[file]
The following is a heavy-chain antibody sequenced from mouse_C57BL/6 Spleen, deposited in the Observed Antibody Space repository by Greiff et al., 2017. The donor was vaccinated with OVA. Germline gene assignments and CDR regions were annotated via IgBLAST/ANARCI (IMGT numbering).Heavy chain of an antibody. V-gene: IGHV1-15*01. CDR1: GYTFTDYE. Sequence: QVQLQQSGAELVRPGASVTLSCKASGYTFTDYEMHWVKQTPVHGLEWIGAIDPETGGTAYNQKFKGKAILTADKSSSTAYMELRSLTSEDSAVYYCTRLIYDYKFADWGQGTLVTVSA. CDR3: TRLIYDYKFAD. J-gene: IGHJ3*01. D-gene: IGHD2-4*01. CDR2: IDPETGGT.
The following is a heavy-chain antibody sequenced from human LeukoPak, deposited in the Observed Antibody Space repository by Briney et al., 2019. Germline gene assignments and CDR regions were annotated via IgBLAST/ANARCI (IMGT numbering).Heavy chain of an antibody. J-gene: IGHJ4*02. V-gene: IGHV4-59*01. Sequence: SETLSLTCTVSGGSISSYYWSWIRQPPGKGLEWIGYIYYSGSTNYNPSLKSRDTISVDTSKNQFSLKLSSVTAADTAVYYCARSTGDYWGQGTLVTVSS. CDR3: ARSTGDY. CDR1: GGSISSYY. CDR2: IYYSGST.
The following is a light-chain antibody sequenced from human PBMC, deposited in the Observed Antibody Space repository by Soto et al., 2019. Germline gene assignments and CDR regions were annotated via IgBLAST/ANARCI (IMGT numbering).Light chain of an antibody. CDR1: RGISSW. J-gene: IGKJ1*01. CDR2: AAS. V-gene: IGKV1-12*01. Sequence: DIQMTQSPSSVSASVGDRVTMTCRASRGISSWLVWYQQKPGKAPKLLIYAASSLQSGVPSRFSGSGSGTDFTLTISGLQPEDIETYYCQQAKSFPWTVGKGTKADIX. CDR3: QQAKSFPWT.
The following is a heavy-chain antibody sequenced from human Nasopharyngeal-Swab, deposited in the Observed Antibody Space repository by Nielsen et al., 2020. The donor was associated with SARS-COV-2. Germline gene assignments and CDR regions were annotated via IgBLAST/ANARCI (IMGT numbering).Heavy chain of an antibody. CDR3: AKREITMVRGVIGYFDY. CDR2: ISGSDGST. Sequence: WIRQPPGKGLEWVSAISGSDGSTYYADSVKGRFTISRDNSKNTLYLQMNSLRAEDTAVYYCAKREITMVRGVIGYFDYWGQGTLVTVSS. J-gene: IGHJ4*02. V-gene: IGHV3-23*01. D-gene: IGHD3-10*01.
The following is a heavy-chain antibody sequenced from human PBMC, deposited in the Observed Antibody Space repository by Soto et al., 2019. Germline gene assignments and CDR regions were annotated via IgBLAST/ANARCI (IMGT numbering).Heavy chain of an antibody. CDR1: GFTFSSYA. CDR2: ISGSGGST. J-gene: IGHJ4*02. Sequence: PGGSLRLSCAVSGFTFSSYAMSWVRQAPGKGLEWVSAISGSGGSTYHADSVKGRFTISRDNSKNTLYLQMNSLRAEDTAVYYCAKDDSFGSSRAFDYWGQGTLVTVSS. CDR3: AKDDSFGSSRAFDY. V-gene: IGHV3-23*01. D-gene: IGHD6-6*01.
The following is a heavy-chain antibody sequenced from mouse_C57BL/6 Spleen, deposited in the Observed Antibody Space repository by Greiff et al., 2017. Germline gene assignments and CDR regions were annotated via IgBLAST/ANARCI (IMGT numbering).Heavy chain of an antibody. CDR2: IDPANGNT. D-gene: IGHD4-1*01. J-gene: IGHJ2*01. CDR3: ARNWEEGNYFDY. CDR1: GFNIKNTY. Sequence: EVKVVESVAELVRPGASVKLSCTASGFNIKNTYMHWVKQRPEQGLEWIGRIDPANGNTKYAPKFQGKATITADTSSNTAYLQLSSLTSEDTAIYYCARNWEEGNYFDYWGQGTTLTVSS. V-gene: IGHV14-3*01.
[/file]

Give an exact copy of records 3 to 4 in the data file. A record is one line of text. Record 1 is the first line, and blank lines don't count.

The following is a light-chain antibody sequenced from human PBMC, deposited in the Observed Antibody Space repository by Soto et al., 2019. Germline gene assignments and CDR regions were annotated via IgBLAST/ANARCI (IMGT numbering).Light chain of an antibody. CDR1: RGISSW. J-gene: IGKJ1*01. CDR2: AAS. V-gene: IGKV1-12*01. Sequence: DIQMTQSPSSVSASVGDRVTMTCRASRGISSWLVWYQQKPGKAPKLLIYAASSLQSGVPSRFSGSGSGTDFTLTISGLQPEDIETYYCQQAKSFPWTVGKGTKADIX. CDR3: QQAKSFPWT.
The following is a heavy-chain antibody sequenced from human Nasopharyngeal-Swab, deposited in the Observed Antibody Space repository by Nielsen et al., 2020. The donor was associated with SARS-COV-2. Germline gene assignments and CDR regions were annotated via IgBLAST/ANARCI (IMGT numbering).Heavy chain of an antibody. CDR3: AKREITMVRGVIGYFDY. CDR2: ISGSDGST. Sequence: WIRQPPGKGLEWVSAISGSDGSTYYADSVKGRFTISRDNSKNTLYLQMNSLRAEDTAVYYCAKREITMVRGVIGYFDYWGQGTLVTVSS. J-gene: IGHJ4*02. V-gene: IGHV3-23*01. D-gene: IGHD3-10*01.